SIXTH in the National League One last season – and as ‘last man in’ they were always going to find the Premiership hard going – particularly having lost Kyle McGhie and Martin Cimprich to Boroughmuir Bears and Nathan Sweeney to Southern Knights.
Hawick then Marr was hardly the easiest of starts. They struggled with the physicality and gave away too many penalties – but despite conceding 14 tries over the two matches, they more or less kept their shape in both games. The wheels came off big style, however, against Accies in round three – and though they did pick up a couple of decent wins against Hawks and GHA, they struggled for consistency, much hindered by injuries to Michael Maltman and Craig Owenson. Things were not looking good at Christmas – but Cinderella did eventually make it to the ball.
After losing the first game after the break to Aberdeen, they came good at just the right time – and picked up 12 points from their last four games – a bonus point win over Jed, a draw with Selkirk, an away win against GHA and a losing bonus point against Chieftains. Their game management was maybe sometimes askew – but nobody could question their spirit.
- Veteran lock William Fleming bursting through two tackles to set up Paul Cunningham’s crucial try against Hawks at Balgray – in what was his 200th game for the club.
- Great solo try by Gregor Tait against Aberdeen at Stoneyhill in October.
- The gutsy bonus point win against GHA in November – coincidental in no small measure with Craig Owenson and Michael Maltman’s return from injury.
- Belligerent bonus point win against Jed at Stoneyhill in January. Route One – with all the bits and pieces falling into place. Seven tries – five vital league points – and a massive fillip in self-belief.
- The forward power and fighting spirit manifested in atrocious conditions to draw with Selkirk at Stoneyhill and beat GHA at Braidholm – with Michael Maltman, Colin Arthur and the Owenson brothers galvanising their younger cohorts. Mission accomplished! Premiership rugby again next season.
- Danny Owenson and Colin Arthur making the TOL ‘Dream Team’.
- Having been reasonably competitive in the opening two games against Hawick and Marr, totally losing the plot against Accies in round three. A ‘no show’.
- Really poor game management against Aberdeen at Stoneyhill in October – a game they could and would have won had they not chosen to go for the corner rather than take the penalty points on offer.
- Not closing it out against Chieftains in the last game of the season – to lose it on the last play – and surrender what would have been a big scalp to take into next season.
- Michael Maltman brought a hard edge and a wealth of experience to the pack – and was badly missed when he was out injured. A beacon for the youngsters and the key man in the season-saving run-in against Jed, Selkirk, GHA and Hawks.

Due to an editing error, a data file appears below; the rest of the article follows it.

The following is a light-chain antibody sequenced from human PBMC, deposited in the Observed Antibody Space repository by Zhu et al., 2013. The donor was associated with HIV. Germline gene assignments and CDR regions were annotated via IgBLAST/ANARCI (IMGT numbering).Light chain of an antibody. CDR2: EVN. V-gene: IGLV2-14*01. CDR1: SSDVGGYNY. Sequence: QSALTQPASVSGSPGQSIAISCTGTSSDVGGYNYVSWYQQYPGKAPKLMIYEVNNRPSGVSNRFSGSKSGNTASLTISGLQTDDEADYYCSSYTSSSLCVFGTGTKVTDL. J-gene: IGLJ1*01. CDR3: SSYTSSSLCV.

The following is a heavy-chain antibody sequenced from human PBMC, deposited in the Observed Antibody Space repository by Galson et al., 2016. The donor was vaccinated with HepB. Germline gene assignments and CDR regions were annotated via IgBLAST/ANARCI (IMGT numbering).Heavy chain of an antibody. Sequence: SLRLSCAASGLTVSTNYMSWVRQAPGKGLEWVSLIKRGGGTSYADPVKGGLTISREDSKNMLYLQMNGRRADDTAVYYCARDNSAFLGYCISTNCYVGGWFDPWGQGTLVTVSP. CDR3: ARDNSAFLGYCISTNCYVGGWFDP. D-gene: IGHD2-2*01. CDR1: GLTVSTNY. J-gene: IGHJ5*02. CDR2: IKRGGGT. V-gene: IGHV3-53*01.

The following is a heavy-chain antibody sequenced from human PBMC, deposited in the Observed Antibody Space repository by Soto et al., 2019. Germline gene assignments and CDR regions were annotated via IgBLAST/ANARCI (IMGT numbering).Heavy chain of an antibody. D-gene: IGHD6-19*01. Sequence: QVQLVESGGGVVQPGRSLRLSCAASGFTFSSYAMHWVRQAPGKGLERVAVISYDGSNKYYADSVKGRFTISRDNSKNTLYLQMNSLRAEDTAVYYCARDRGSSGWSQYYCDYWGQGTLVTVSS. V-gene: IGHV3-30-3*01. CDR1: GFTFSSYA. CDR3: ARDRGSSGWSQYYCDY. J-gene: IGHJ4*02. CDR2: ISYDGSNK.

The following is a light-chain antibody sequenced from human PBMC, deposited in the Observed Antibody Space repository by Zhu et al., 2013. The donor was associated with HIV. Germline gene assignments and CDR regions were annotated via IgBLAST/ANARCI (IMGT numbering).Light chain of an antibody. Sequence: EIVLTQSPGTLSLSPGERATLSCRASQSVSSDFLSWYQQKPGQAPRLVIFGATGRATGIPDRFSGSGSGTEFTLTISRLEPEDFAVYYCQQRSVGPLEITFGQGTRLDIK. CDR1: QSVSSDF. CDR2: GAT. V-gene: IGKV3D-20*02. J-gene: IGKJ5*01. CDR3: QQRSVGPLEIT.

- Danny Owenson always plays well. Pugnacious – smart thinker – slick service – kicks confidently – sharp break. Surprising that he did not make the Scotland Club XV squad.
- Craig Owenson and Colin Arthur kept the scrum solid in sometimes difficult circumstances – and they both pitched in tellingly about the park. Young Euan Bonthron showed real promise at hooker in his first season of senior rugby.
- Rory Watt was strong in the centre and Gregor Tait was always a threat on the wing.
- Inside backs Paul Cunningham and Freddie Roddick were useful recruits from Watsonians and Stew/Mel respectively – who gelled nicely once Graeme Paterson found a format to accommodate both of them.
- “We want to be a Premiership club. We are here and we want to stay here” – head coach Graeme Paterson, after opening game against Hawick.
- “There is no way to sugar coat it – we were second best at everything. It’s going to be a long hard season if we have that kind of performance every week. We are better than that” – Graeme Paterson, after his team had been put to the sword by Accies in round three.
- “There’s no doubt it’s going to be a tough season for us” – backs coach David Officer, after shipping 60 points to Selkirk at Philiphaugh.
- “They are not lying down to anybody and they have improved massively in the last few weeks. To be fair we could have nicked it in the end” – Graeme Paterson, after draw with Accies at Newfield in early December.
- “That is what we have been striving for all season and it came together. That is what we need to replicate in the last three games” – Graeme Paterson, after vital victory over Jed at Stoneyhill.
- “To be honest, I think it was heart and desire that won us that one” – Graeme Paterson, after the win over GHA in the penultimate game.
- “We did everything but win the game” – Graeme Paterson, after the last game against Chieftains.
- “Staying up would be a bigger achievement than getting here. If we get that second season then hopefully we will embed; the guys who have played this year will be a bit more used to this level of rugby, and a few more players might look at us as a place they want to go to develop because they see that we are not just whipping boys” – Graeme Paterson, as his team geared up for their fight for survival
An East Lothian rugby hub geared to harness and develop the rich vein of local talent has long been a subject of debate and conjecture – and now, with the dramatic change in the structure of Scottish club rugby brought about by Super-6, it is maybe time to re-examine the hypothesis. Certainly, with their Premiership status, the planned improvement in their playing facilities and their successful player development programme, Musselburgh are well placed to encourage the process. The best of luck to them.